If you don’t know this already, here’s a pretty important fact about me: I’m an aspiring actress. Or, no, I am an actress, you just haven’t seen any of my work.
I had my first agent when I was fourteen and immediately found success. The first audition I had for a lead in a future Family Channel (the Canadian Disney Channel) show lead to multiple call backs that spanned into the next year. My second audition landed me a small supporting role in the Family Channel original series called “The Latest Buzz”. But after that, I didn’t have much success. However there were many factors at play in this other than just my acting (which I must admit, back then, was rather uninspiring). For one, I am biracial and was being submitted for “African American” (or as “African Americans” say, black) roles when, but for my curly hair, I look more Hispanic (in addition I don’t have a hint of African in me, which is why I hate that term, but that’s for another post). At fourteen and fifteen I looked slightly older for my age in an industry adamant to cast me younger and reluctant to cast me my own age or older because of older actors with my looks and capabilities who could legally work on set for longer hours. My agent’s solution? “Kiah, you should consider taking more acting classes.”
The first class I took was in Toronto just before I began going out to auditions. It was called “Audition Prep Part I”, or something along those lines, and was a (very expensive) four day intensive program. Without it, I likely wouldn’t have gotten called back for that first audition as before it my knowledge of auditioning for film was non-existant.
As you may have noted, the class was just the first part of many. Meaning there was more to learn. Meaning my parents would have to shell out another $400-$500 for another four days. My agent, kind lady, didn’t force me to take the next level of classes. But I knew she would have preferred that I did.
So there’s my problem with acting classes: a lot of the time they are arranged in levels with guarantees they cannot truly commit to. To me, it’s a trick to get more money out of the actor. In a lot of cases yes, the actor may be on part five of five, but is that actor really any better than when they began?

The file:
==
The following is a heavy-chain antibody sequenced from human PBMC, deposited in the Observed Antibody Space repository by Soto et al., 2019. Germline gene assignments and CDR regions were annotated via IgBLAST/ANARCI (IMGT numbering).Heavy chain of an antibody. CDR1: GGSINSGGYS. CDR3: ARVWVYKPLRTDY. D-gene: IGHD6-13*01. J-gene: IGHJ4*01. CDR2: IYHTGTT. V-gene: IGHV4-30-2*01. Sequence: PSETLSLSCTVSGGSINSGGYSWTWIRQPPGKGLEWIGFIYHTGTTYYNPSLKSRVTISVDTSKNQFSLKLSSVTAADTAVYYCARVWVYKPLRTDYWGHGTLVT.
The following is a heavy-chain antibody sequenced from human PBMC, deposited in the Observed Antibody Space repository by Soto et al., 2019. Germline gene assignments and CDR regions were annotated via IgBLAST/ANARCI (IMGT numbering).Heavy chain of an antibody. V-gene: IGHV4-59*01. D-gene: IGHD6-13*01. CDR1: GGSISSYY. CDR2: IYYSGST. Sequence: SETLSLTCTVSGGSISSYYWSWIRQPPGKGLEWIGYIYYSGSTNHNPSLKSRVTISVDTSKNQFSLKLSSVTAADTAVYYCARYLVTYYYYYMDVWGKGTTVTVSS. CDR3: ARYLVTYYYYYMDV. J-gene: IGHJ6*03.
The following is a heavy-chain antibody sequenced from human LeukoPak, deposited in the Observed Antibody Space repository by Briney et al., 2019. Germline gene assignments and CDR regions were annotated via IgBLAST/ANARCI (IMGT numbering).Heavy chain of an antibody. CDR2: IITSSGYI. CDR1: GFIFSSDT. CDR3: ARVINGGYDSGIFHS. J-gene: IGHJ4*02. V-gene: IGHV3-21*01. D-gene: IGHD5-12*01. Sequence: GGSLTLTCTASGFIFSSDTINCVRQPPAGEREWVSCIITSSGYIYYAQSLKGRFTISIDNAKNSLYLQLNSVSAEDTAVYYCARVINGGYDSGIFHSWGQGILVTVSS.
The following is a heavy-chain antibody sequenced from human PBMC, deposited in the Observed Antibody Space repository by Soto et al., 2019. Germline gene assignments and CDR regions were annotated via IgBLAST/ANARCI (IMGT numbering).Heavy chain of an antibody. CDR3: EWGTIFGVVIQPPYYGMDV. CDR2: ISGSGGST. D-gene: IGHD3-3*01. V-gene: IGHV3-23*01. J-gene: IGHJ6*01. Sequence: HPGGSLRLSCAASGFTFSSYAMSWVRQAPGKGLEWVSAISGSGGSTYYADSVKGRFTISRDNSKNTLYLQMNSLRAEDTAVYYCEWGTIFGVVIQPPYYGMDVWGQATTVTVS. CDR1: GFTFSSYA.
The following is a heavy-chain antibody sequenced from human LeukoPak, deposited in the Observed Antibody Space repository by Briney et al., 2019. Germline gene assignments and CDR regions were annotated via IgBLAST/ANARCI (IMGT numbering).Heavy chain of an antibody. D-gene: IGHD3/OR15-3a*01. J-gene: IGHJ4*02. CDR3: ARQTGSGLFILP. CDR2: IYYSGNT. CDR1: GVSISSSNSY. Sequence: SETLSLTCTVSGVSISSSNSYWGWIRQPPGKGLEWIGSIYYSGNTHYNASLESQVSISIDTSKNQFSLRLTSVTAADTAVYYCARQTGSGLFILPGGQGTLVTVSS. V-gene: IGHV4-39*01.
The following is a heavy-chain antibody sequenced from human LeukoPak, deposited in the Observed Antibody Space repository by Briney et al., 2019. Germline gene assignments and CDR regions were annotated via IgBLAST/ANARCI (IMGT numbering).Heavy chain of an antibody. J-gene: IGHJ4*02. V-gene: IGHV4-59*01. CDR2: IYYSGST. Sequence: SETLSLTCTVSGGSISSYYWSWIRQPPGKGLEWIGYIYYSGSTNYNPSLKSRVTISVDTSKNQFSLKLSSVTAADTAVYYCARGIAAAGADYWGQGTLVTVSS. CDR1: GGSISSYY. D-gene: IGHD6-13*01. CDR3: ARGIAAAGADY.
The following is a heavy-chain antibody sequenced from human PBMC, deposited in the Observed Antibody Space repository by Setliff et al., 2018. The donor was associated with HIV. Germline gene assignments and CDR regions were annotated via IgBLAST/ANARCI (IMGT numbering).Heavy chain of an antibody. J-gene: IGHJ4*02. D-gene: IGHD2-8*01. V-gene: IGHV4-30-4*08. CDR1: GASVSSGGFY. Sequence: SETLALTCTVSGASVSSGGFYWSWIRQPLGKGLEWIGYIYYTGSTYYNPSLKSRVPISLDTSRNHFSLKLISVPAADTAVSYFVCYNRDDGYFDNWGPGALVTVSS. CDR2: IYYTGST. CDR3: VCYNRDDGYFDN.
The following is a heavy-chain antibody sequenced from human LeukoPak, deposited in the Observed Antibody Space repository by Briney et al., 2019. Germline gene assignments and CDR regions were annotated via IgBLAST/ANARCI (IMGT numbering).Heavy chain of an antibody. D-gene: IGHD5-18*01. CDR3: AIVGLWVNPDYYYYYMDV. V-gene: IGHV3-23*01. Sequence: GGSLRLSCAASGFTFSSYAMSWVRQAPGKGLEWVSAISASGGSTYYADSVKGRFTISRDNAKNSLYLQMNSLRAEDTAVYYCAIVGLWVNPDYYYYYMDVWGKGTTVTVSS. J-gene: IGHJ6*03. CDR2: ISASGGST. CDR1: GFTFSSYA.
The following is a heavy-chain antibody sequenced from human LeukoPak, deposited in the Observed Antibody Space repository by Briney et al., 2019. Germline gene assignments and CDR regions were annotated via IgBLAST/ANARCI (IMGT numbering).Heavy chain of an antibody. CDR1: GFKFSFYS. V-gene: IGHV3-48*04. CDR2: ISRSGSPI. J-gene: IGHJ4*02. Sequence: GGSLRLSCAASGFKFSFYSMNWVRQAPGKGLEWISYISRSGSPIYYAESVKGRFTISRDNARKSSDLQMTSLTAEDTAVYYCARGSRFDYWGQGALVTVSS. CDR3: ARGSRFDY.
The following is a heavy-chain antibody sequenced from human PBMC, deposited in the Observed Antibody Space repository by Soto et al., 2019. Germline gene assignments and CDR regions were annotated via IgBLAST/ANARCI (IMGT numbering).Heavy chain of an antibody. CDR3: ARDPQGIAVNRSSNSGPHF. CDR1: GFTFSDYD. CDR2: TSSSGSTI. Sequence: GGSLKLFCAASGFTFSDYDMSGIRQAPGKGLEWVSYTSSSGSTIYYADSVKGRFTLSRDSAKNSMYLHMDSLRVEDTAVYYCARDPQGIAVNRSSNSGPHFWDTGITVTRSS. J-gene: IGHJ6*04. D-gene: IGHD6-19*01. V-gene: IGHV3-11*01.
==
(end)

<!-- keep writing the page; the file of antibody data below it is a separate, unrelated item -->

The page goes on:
My point is, I don’t believe that acting is something that can necessarily be taught. You either can or you can’t. But the idea of fame and fortune gets so many people without much talent wanting to be a star and losing a fortune in the process.
That’s not to say classes and coaches can’t help you, I just don’t think an actor can be forged from nothing. Rather, we are molded, all unique, responding to different types of training.
Having put myself through a number of classes throughout the years, from audition classes to master classes to method classes to “forget the method, it’s bullshit!” classes, I can confidently say that I know how to act. Personally, I think that I am a good actress (as I believe all actors and artists should think–it’s good to be critical of your work, but if you don’t believe in it what do you expect others to think?). I don’t believe that taking yet another classes will help to develop me in a huge way.
Put me in a class and I can shine for those few lines you’ve given me on the page. If you want me to repeat a line as if I’m trying to seduce someone, I’ll do it. Now, if you want me to become a character, that requires a little more work. That requires performance. But, in an acting class, there is no true time for performance. You always have a second and third and fourth chance to get it right. In acting class you’re always looking for approval.
To me, the only way to improve as an actor is simply to act. I think, to grow, you need to have fear, to be thrust into it without much thought or practice. From there you can adapt. From there, you simply are.
Anyways, who can teach you to become an artist but yourself?